The last recipe I posted included 2 tablespoons of fish sauce. Those of you who don’t cook Asian food very often are probably wondering just what the hell fish sauce is, exactly.
Fish sauce is a condiment that is derived from fish that have been allowed to ferment. It is an essential ingredient in many curries and sauces. Fish sauce is a staple ingredient in Filipino, Vietnamese, Thai, Lao, and Cambodian cuisine and is used in other Southeast Asian countries. In addition to being added to dishes during the cooking process, fish sauce can also be used in mixed form as a dipping condiment, and it is done in many different ways by each country mentioned for fish, shrimp, pork, and chicken. In parts of southern China, it is used as an ingredient for soups and casseroles.
Some fish sauces (extracts) are made from raw fish, others from dried fish; some from only a single species, others from whatever is dredged up in the net, including some shellfish; some from whole fish, others from only the blood or viscera. Some fish sauces contain only fish and salt, others add a variety of herbs and spices. Fish sauce that has been only briefly fermented has a pronounced fishy taste, while extended fermentation reduces this and gives the product a nuttier, cheesier flavor.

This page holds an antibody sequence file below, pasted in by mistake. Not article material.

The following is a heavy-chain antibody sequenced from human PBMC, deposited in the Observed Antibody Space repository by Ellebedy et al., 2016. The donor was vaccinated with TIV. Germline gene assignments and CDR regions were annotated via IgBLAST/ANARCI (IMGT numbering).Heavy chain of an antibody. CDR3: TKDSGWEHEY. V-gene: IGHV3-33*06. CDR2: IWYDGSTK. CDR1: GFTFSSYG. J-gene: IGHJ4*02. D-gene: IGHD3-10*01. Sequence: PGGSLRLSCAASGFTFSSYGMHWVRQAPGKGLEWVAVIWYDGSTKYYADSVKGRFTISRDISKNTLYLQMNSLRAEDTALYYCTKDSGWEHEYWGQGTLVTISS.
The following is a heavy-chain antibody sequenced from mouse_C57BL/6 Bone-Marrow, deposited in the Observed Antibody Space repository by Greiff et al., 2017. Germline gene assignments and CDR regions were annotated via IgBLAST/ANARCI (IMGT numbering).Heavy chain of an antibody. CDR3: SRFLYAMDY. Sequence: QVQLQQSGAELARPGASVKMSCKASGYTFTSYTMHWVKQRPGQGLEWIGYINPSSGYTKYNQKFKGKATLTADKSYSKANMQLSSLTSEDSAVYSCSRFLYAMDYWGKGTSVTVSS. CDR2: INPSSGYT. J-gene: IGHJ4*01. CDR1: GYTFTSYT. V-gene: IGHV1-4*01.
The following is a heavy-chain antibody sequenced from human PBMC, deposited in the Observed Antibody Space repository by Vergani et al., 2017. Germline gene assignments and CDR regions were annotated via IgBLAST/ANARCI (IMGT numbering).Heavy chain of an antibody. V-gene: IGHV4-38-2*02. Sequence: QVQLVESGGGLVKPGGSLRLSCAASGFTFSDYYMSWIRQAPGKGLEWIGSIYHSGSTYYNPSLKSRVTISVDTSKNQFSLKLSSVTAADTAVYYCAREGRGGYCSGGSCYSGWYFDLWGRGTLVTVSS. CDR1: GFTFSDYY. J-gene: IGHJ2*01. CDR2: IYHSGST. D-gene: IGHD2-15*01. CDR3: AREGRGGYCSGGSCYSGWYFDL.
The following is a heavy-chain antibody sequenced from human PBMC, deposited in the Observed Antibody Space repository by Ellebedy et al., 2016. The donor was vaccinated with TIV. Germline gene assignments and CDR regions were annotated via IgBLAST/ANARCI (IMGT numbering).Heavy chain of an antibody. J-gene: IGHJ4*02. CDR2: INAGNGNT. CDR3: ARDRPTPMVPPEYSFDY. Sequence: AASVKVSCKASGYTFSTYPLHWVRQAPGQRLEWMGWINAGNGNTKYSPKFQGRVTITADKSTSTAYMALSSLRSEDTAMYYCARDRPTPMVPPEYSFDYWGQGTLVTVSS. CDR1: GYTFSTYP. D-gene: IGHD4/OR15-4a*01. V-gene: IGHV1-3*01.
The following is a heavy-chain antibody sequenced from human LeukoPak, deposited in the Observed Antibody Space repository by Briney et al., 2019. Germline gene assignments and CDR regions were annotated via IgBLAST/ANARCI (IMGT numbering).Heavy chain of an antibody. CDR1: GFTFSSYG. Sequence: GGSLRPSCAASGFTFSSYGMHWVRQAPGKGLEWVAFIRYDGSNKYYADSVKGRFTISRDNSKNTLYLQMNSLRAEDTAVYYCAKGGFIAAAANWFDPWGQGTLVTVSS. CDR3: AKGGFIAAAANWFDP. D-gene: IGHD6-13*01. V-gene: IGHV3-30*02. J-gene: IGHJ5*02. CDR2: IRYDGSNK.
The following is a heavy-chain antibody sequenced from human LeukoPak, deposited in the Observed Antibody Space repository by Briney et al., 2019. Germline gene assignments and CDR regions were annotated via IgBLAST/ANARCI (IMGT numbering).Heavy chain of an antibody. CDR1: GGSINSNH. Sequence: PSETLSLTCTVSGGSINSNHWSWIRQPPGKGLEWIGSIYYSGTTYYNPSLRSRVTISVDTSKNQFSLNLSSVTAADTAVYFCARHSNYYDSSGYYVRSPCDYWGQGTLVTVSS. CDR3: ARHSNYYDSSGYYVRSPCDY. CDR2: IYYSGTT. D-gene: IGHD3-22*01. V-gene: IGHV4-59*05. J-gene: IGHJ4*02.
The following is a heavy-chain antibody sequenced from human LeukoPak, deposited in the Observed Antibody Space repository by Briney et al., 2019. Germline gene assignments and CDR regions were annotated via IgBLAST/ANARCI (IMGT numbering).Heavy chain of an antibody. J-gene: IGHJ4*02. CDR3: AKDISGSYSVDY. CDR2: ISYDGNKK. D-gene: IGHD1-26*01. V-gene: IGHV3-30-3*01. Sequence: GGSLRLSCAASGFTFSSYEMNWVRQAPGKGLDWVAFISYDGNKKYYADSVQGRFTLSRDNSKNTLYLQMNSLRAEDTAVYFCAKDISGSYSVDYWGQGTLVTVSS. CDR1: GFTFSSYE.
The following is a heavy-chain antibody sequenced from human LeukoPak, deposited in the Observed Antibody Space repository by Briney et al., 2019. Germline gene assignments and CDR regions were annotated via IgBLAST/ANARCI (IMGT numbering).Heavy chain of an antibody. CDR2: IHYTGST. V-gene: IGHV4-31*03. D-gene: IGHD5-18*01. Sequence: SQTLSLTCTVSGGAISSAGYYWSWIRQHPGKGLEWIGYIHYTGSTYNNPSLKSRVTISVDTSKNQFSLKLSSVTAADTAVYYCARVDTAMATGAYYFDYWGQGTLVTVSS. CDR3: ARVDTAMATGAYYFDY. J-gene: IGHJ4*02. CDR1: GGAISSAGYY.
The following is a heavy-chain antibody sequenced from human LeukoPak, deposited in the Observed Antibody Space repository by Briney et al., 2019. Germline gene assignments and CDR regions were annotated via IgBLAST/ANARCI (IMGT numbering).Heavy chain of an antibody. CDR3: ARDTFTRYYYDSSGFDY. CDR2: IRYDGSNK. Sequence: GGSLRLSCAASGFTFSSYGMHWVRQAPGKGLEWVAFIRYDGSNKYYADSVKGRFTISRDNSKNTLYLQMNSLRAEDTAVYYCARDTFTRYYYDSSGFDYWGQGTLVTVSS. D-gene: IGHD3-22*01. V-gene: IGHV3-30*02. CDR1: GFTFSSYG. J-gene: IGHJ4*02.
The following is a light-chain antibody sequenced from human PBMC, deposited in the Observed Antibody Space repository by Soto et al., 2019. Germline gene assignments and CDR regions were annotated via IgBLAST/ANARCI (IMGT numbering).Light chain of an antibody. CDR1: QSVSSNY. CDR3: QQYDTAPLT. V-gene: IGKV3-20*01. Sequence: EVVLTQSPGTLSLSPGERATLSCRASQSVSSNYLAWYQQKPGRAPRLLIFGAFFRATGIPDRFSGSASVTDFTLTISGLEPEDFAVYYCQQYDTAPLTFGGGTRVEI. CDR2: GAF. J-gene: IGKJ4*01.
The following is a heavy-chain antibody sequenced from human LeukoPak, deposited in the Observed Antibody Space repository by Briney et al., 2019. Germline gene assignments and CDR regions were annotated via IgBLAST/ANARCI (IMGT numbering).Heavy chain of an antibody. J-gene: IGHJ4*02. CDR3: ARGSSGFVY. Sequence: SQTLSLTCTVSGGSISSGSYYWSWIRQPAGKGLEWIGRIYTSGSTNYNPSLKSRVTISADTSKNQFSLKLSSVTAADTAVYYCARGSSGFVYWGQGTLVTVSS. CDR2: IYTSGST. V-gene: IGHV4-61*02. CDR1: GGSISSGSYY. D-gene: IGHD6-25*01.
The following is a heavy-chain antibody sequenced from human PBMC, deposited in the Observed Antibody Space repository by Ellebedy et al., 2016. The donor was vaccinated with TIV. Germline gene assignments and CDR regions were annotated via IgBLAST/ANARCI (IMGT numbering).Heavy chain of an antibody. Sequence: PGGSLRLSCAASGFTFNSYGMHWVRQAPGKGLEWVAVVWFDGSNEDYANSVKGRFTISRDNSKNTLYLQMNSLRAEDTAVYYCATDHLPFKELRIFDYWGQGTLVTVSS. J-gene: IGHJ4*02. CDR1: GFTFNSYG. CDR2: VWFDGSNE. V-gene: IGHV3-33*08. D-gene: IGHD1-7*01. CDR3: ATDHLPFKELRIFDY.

Right now some of you are probably saying, “Fermented fish? What? That sounds disgusting and I would never eat that!” Or perhaps you’re a vegetarian and you’re saying, “But I don’t eat fish!” Sorry guys, but the Thai put it in a lot of their dishes, so chances are you’ve had fish sauce if you’ve gone out for Thai food before.
Fish sauce is basically the Thai cooking equivalent of soy sauce. Soy sauce doesn’t get used much, if at all, in Thai cooking. If you go out for Thai food and notice your meal has a tart, salty flavor, that’s the fish sauce. Your pineapple fried rice is salty, but it’s not brown like “regular” fried rice usually is, right? Again, fish sauce.
Just thought I’d share that with everyone.